South Sudan′s peace deal is a ′result of external pressure′ | Africa | DW | 08.01.2016
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South Sudan's peace deal is a 'result of external pressure'

Political analysts say the peace deal in South Sudan will not see the light of day if the root cause of a two-year civil war is not addressed. Lack of trust among rivals remains a stumbling block.

Riek Machar will return to Juba to take up the position of vice president, a post from which he was sacked in 2013. That is what was agreed in the power-sharing deal on Friday (08.01.2016). Machar however still has to travel to the capital to take up his position. No timeline was given for when the new cabinet would be named. Peter Schumann, the former director of the UN mission in southern Sudan spoke to DW.

DW: Could this be a new era for South Sudan now that Salva Kiir has agreed to share power with his arch nemesis Riek Machar?

Peter Schumann: We now have an understanding of who will take which ministry and who will perform which function in this transitional government of the national unity. I think it is a formality. It is the outcome of the agreement on the cessation of hostilities. Politically, I don't think a lot has changed. There is no resolution of the underlying causes of outbreak of the violence in December 2013. The SPLM remains deeply divided, the scheduled convention is due to take place in these coming days. According to my information, this convention will not be attended by Riek Machar or Pagan Amum or others from the opposition. So, I'm very sceptical. In my view this agreement on who takes which ministry is a result of external pressure but not a result of an internal political process or a sense that the war should stop.

How easy is it going to be for Kiir and Machar to work together for the sake of peace and development in South Sudan?

Peter Schumann

Peter Schumann, the former director of the UN mission in southern Sudan

I don't see a fair chance of this happening. If you look at the list of the ministries, the government will retain 16 ministries, the SPLM in the opposition will take 10 ministries, the former detainees take two and two other ministries will be given to other political parties. Now, a government with thirty ministers on such shaky ground where there is no trust between the protagonists can simply not work. If I look at the list of the ministries, there is so much overlap, that you cannot really define the responsibilities of each ministry. This government is not going to be able to deliver services, in particular security and safety for the people of South Sudan.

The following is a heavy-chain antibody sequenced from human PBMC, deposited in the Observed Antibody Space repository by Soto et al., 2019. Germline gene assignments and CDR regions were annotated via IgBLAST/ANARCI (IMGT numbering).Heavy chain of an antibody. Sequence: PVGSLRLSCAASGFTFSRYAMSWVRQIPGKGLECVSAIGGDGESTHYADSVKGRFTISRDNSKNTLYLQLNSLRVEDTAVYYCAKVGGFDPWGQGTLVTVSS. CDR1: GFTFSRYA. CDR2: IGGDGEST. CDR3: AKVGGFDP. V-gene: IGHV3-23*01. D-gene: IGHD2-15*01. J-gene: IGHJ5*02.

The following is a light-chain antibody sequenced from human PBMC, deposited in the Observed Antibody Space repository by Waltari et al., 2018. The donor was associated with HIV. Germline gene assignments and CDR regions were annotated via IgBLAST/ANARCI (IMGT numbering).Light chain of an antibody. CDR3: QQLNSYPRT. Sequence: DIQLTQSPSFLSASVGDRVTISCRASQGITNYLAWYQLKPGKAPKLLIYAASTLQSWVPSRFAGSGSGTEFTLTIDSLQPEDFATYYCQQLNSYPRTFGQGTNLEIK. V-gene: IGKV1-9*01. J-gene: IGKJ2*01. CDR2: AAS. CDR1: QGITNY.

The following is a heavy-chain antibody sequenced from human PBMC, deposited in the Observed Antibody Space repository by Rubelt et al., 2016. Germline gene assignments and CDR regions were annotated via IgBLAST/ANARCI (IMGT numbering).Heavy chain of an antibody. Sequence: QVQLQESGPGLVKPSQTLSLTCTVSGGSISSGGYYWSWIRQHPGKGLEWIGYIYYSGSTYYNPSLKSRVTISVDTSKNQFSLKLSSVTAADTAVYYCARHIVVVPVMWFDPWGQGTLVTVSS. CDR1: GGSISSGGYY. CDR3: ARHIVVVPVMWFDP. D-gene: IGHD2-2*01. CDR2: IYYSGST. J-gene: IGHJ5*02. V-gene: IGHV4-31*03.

The rebels got key ministerial posts including oil, foreign and humanitarian affairs, while the government got posts including defense, national security, finance and justice. Is this fair?

It is not a fair deal for the people of South Sudan, because they are excluded from the entire deal making. Salva Kiir has appointed an additional 50 lawmakers. They should have been appointed through a more transparent process. An option would have been a lot of negotiations, a lot more deal-making, a lot more trust-building between these different groups, instead of this massive external pressure. We have seen in the past that this peace will not last.

The government in Juba is not happy that Machar wants to maintain his army and doesn't want to come to Juba. Isn't this a hindrance to the peace deal itself?

This is an indicator of lack of trust, neither Riek Machar, Pagan Amum nor Salva Kiir or any other players really trust each other,. They know that they had to come to an agreement because of the external pressure but they do not trust each other. Therefore they will all insist on maintaining some form of fighting capacity which simply means they all calculate that the eruption of violence is an option.

How long do you think the two should start working together to avoid an outright war?

I don't have a recipe, I can only observe and analyze. It is very difficult to provide another recipe. To me a resolution lies in a much broader participation and respect for civil society in South Sudan.

Assuming that these ministries will be filled with ministers and deputy ministers, they will all try to benefit as much as possible from public properties, from revenues and they will try to satisfy their followers. So there will be very little left for general population. The state will continue to be robbed.

Peter Schumann is a former UN coordinator in southern Sudan.

Interview: Fred Muvunyi

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